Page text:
The Royal Bournemouth and Christchurch Hospitals NHS Foundation Trust has signed a five-step ‘Sustainable Fish Cities’ pledge to work towards buying, serving and promoting sustainable seafood to both staff and patients.
As part of recognising the importance of fish as a nutritious meal option, patients can find fish on the menu three times a week, the majority of which is already sourced from sustainable stock. The new pledge means that the Trust can now only buy fish from an approved list.
Catering Manager, Andy Whittingham, said: “Our Trust provides thousands of meals every year to our patients and staff, so by committing to this pledge, not only does this affirm our commitment to sourcing our food from sustainable stock, it means we are looking after the welfare of our patients and staff in every possible way.”
Over the past 12 months the team has continued to work hard to ensure all food served to patients, staff and visitors is nutritious and of the best possible quality.
Purchasing Manager, Louise Clyde, has worked at the hospital for 22 years, initially as executive head chef before moving into her current role.
She said: “We are currently working even closer with our suppliers by asking them to sign declarations so we can trace all our meat back to its original source, as well as knowing whether any additives have been added.
“It’s about having complete transparency and taking responsibility by knowing exactly where the food we serve comes from. As an ex-head chef I am really proud of the quality of food we serve, as we can now say that our food products are either free-range, Farm Assured or Red Tractor products.”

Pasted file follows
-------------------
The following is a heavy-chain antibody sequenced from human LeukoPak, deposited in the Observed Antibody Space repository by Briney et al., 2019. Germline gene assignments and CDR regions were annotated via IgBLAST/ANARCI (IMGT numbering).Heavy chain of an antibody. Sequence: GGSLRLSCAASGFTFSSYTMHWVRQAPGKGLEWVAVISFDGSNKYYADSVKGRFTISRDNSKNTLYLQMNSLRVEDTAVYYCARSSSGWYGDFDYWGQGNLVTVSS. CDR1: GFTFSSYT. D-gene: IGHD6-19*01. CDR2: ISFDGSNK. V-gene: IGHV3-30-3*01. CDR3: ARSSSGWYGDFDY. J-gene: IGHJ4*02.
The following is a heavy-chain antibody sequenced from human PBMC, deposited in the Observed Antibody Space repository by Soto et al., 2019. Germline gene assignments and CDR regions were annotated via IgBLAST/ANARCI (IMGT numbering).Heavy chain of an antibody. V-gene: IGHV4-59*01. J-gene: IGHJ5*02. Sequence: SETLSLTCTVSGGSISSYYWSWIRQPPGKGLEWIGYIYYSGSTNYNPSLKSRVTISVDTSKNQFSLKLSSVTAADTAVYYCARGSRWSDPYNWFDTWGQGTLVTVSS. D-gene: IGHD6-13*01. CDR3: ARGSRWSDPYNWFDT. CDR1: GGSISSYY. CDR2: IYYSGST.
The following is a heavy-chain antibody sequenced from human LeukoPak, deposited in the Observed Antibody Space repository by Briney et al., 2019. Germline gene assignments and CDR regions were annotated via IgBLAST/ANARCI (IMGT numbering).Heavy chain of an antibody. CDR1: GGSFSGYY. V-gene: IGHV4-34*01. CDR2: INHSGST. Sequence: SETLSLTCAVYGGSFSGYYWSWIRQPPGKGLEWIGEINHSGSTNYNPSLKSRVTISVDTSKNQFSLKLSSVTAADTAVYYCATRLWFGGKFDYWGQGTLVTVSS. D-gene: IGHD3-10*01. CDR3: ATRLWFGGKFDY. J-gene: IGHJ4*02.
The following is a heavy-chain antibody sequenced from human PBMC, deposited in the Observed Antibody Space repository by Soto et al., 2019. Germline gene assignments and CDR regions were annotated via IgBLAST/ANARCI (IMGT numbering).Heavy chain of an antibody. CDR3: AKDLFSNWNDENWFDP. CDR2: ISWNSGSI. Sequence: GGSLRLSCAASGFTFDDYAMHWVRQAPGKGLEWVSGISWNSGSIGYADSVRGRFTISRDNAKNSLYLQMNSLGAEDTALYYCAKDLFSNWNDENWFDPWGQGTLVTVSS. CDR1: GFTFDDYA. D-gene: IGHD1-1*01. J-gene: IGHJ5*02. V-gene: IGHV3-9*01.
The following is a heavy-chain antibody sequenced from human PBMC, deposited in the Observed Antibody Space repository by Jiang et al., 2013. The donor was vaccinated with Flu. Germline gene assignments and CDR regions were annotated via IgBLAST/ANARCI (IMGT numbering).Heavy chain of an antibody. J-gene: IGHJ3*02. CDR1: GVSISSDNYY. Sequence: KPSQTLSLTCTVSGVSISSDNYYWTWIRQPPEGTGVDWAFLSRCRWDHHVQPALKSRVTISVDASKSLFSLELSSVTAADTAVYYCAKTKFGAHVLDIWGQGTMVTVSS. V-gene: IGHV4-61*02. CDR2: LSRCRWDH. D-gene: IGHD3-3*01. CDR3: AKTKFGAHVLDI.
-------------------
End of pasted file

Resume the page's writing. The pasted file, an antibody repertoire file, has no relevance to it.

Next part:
The Trust has also been awarded the Good Egg Award from Compassion in World Farming, which recognises that only cage-free eggs are sourced and cooked in our kitchen.
Seasonal and local food is purchased wherever possible to support the local community, for example eggs are sourced from Dorset and Somerset farms and turkey from Blandford.
Over the past couple of months, the team has also brought in even more positive changes including new organic yoghurts and organic milk, Fairtrade bananas, and an even further reduction in additives to any cooking. It is now working towards achieving the Food for Life Award from the Soil Association and is on target to achieve the Red Tractor kite mark this year.